Lost Sjors (Perry Winkle) plot: The Rap
In the early nineties I helped write a couple of Sjors & Sjimmie comics. Sjors is a Dutch phonetic way of writing George; but the character is a spin-off from Perry Winkle, the adopted Buster Brown-like little brother of Winnie Winkle the Breadwinner.
I am still going through some of my old stuff to determine what can be thrown out and what needs to stay in this packrattian palace, and yesterday I came across the first page of a plot that never fully developed. I believe my co-conspirator here was Paul Hoogma. The guy with the elbow-action in the picture below (click it for the full page) is Sjors; I cannot tell you who the other guy is, because he is not in the legal public domain yet.
The strip was going to have Sjors and his homey become rappers, but it wasn’t much developed beyond that. We were just riffing on a theme we felt might go over well with our audience — I know, art can be brutally commercial when you peel away its thin veneer. The full page contains a number of childish jokes, but I like it that way. It’s half the fun of seeing such a work in progress, and you can tell which panels were going to be replaced in the final version. I remember that I was nervous about the quality of the raps, and that may have been the reason why I could not come up with the ideas to finish the story. Although the more likely reason for that is that we did not have a single idea of the overall story line. In hindsight I don’t think the quality of the rap would have mattered much; ultimately it’s the story that counts.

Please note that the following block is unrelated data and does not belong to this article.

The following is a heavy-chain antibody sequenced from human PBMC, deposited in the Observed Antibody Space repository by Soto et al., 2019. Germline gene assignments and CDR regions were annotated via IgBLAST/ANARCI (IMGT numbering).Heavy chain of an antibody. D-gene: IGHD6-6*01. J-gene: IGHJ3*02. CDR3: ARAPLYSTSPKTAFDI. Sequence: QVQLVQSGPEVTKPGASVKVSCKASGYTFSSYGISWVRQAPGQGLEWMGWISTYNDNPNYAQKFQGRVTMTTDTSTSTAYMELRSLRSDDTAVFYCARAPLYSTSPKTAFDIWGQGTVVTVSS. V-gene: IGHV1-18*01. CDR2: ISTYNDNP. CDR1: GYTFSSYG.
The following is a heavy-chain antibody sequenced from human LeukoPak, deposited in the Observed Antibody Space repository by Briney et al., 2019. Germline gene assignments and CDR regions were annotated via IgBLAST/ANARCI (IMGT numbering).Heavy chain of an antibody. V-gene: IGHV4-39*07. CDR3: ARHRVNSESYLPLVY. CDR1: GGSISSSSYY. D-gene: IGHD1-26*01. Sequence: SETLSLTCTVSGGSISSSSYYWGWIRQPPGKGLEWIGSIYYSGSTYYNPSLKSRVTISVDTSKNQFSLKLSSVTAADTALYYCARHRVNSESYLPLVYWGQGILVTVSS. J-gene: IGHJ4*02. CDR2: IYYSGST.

[…] Disclaimer: I have written for Donald Duck magazine myself. Although they paid significantly less than the competing Sjors en Sjimmie franchise, it was always fun to write stories for them, simply because they pretty much let you decide what to write. As a result, stories for the magazine may have a tone of voice that implies grown-ups talking down to kids, but typically the stories are just fun adventures. Moralistic tales like this copyright story are rare. Indeed, in the next story of this week’s issue Chip ‘n’ Dale try to break into what looks like a military compound in order to steal nuts. Their three attempts fail because the compound is well secured—even underground—indicating the owners’ unambiguous desire to keep out intruders. But in the end the two chipmunks luck out, and end up with a mountain of nuts. Moral of that Disney story: crime pays. […]
Ooh, ooh! Going through even more of my old stuff I discovered that this story wasn’t unfinished, but merely hacked down mercilessly by the Wirojas, the three editors for modern S&S comics. Although most of their criticism focused on parts not shown here, they did have two issues with things you can see on this first page:
“Cool John is a new character. Without him there’s no story. Sorry guys, but in our Bible we explain why this is unacceptable. Perhaps you guys should read it one of these days?”
“Also: why have our friends suddenly become such idiots? They even fail to remember their own names!”